Senate GOPers keep pushing action against N. Korea

Senators pushing to have North Korea put back on the terrorism list have been undeterred by the sentencing of two American journalists to 12 years of hard labor.

Euna Lee and Laura Ling were working for former Vice President Al Gore's Current TV when arrested by North Korean authorities on March 17 for allegedly crossing the country's border from China. On Monday, Korea's state-run media announced the lengthy prison term for "hostility toward the Korean people."

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The sentencing comes at a time of fresh saber-rattling by Pyongyang and consideration of new punitive measures against North Korea for test missile launches and a reported nuclear test.

One effort launched by Sen. Jim DeMint (R-S.C.) last week is an amendment tacked onto a tobacco-regulation bill that designates North Korea as a state sponsor of terrorism. It now has 16 Republican co-sponsors.

The designation was removed by the administration of former President George W. Bush, who once included North Korea in the "axis of evil" along with Iran and Saddam Hussein's Iraq.

The DeMint amendment states that North Korea would be re-designated "as a country that has repeatedly provided support for acts of international terrorism," unless it dismantles all nuclear programs, halts missile proliferation, releases all prisoners of conscience and, specifically, frees Lee and Ling.

"We'll definitely still be pushing for a vote" in light of the sentencing, DeMint spokesman Wesley Denton told The Hill on Monday. "As of yet we have not heard from [Majority] Leader [Harry] Reid [D-Nev.] if he'll allow a vote on it.

"Sen. DeMint believes we need to have a vote on the amendment immediately."

Don Tatro, spokesman for co-sponsor Sen. Tom Coburn (R-Okla.), also said that the sentencing wouldn't ease their push for the terror designation.

Reid's office said Tuesday that the senator was focused on the tobacco legislation and that votes would only come up on germane amendments.

If the DeMint amendment doesn't make it to a vote in the midst of the delicate diplomatic dance that is likely under way to secure the women's release, legislation introduced April 20 by Sen. Sam Brownback (R-Kan.) to re-list North Korea as a terrorism sponsor is still in the Senate Foreign Affairs Committee.

"Since being removed last year from the list of state sponsors of terror, the North Korean regime has committed a shocking list of provocative, hostile and terrorist actions against the United States and our allies," Brownback told The Hill on Monday. "It is high time, and long overdue, for the United States Congress to vote on re-imposing sanctions that were lifted, and to provide for new and stronger measures that would protect our national security and strengthen our allies in the region."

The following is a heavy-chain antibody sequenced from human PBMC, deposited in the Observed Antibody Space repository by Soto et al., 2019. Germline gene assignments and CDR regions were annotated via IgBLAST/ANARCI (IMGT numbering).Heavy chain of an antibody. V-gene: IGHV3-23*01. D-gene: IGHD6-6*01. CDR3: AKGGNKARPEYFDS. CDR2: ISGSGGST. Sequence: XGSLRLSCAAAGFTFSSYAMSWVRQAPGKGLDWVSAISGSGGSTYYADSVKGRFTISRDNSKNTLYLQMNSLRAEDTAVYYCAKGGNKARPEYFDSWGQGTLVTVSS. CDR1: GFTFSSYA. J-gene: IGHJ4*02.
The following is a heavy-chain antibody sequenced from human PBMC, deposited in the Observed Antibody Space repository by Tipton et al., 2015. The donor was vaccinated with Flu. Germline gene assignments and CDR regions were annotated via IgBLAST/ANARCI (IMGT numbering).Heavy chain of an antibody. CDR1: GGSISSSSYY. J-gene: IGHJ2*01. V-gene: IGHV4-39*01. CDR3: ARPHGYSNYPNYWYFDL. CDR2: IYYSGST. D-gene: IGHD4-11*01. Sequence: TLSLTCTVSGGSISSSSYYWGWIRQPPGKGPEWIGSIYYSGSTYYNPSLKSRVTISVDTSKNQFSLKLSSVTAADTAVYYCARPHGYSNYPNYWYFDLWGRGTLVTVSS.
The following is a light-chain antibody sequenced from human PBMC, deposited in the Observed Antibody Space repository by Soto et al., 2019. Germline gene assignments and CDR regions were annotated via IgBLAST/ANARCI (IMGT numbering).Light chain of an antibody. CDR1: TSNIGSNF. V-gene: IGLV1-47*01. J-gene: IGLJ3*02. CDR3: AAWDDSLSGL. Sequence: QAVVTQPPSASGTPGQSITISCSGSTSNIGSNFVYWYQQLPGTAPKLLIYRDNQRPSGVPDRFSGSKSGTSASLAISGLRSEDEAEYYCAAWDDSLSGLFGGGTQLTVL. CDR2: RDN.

Republican officials also hinted to The Hill that a much larger bill is in the works to push North Korea back onto the terror list.

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Secretary of State Hillary Rodham Clinton said Sunday that the Obama administration would consider putting North Korea back on the terror list, but "we would want to see recent evidence of their support for international terrorism."

“North Korea’s recent actions further the case that it will terrorize and manipulate international security to achieve its own ends,” Sen. David Vitter (R-La.), who signed on to a letter last week urging Clinton to put North Korea back on the terror list, said Monday.

White House spokesman Robert Gibbs said Monday that the sentencing of the journalists should not be linked to efforts to counter a North Korean nuclear program.

"I think their detainment is not something that we've linked to other issues," Gibbs said. "And we hope the North Koreans don't do that either. I think this is a humanitarian issue. And these women are innocent and should be released to their family. And the administration is working to see that happen."

North Korea continued its war of words Tuesday in a commentary on the state-run Korean Central News Agency by threatening to use nuclear weapons.

"Our nuclear deterrent will be a strong defensive means ... as well as a merciless offensive means to deal a just retaliatory strike to those who touch the country's dignity and sovereignty even a bit," the piece said.

Russian news agency Interfax reported Tuesday that Russian government sources confirmed North Korea was preparing to test a long-range missile capable of striking U.S. territories and mid-range ones — with a reach of Japan — as well.